. "3 Understanding Pathophysiological Changes." Nutrition and Traumatic Brain Injury: Improving Acute and Subacute Health Outcomes in Military Personnel. Washington, DC: The National Academies Press, 2011.
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Nutrition and Traumatic Brain Injury: Improving Acute and Subacute Health Outcomes in Military Personnel
as background to this report, the committee acknowledges the importance of developing good animal models and identifying biomarkers of the disease progression and outcomes, and therefore recommendations are made for improving these areas of research.
EXPERIMENTAL MODELS OF TBI
Much of our understanding of the pathobiology of TBI has arisen from animal models that mimic features of human TBI. There are a number of detailed reviews of models of TBI (Artinian et al., 2006; Morales et al., 2005; O’Connor et al., 2005). Some examples of in vivo models are presented in Figure 3-1. The general objective of these models is to replicate certain aspects of human brain injury. It is important to note that there is currently no single model that can accurately reflect the heterogeneity of human TBI, and in each of these models, pathologic and neurologic outcomes vary according to the severity and location of the insult and heterogeneity of the vasculature. Also, there are no good animal models for mild or repetitive TBI.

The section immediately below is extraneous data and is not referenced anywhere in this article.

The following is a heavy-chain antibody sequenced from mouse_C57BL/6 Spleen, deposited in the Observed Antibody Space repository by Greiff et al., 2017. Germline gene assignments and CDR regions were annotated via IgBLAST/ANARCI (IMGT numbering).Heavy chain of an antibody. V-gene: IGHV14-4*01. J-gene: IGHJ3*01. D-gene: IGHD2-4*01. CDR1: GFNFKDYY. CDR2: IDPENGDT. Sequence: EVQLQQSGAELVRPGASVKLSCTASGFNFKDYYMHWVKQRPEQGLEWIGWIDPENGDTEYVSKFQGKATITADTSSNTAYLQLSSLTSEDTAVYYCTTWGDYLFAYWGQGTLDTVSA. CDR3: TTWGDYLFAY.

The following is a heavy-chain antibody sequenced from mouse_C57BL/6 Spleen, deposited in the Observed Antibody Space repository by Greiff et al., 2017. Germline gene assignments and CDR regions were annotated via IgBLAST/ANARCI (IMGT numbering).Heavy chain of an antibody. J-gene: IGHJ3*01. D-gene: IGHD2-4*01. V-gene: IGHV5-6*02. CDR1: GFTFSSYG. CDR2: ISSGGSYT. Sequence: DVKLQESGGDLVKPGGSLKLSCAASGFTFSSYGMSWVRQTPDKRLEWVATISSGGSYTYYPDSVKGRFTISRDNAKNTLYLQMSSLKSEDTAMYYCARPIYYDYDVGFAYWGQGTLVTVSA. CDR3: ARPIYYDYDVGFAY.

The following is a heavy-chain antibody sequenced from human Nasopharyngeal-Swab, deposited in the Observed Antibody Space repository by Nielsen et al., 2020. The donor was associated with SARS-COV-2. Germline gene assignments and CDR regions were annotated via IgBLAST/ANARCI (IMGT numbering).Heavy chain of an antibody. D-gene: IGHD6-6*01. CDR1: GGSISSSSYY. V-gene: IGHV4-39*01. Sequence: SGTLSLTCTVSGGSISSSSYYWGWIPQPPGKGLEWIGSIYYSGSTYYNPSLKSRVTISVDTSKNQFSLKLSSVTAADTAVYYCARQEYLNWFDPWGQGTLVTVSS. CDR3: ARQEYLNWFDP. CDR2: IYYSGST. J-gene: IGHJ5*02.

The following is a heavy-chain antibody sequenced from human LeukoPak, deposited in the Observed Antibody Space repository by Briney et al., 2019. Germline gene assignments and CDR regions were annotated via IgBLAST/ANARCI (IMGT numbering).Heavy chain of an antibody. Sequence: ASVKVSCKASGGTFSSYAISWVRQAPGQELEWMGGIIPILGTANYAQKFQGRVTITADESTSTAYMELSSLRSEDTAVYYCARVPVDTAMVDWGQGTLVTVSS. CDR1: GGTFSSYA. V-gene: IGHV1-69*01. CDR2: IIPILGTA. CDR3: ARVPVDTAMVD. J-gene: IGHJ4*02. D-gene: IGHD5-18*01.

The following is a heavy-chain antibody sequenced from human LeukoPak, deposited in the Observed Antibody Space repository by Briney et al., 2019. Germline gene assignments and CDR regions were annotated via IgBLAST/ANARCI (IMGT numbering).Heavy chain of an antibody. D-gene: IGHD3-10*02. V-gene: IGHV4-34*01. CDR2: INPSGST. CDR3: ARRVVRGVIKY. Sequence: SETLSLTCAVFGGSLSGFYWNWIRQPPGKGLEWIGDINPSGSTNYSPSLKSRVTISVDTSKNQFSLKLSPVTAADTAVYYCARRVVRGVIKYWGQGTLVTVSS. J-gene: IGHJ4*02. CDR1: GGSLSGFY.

Here the committee briefly reviews several of the most commonly used animal models of TBI (Morales et al., 2005): the weight-drop model, the controlled cortical impact model, the fluid percussion model, and the impact acceleration model (Figure 3-2). Each of these models produces motor/sensory and cognitive impairments. The weight-drop, midline fluid percussion, and controlled cortical impact models produce focal contusions and, depending on injury severity, may be associated with subarachnoid and intraparenchymal hemorrhages,
FIGURE 3-1 Classification of in vivo models of TBI.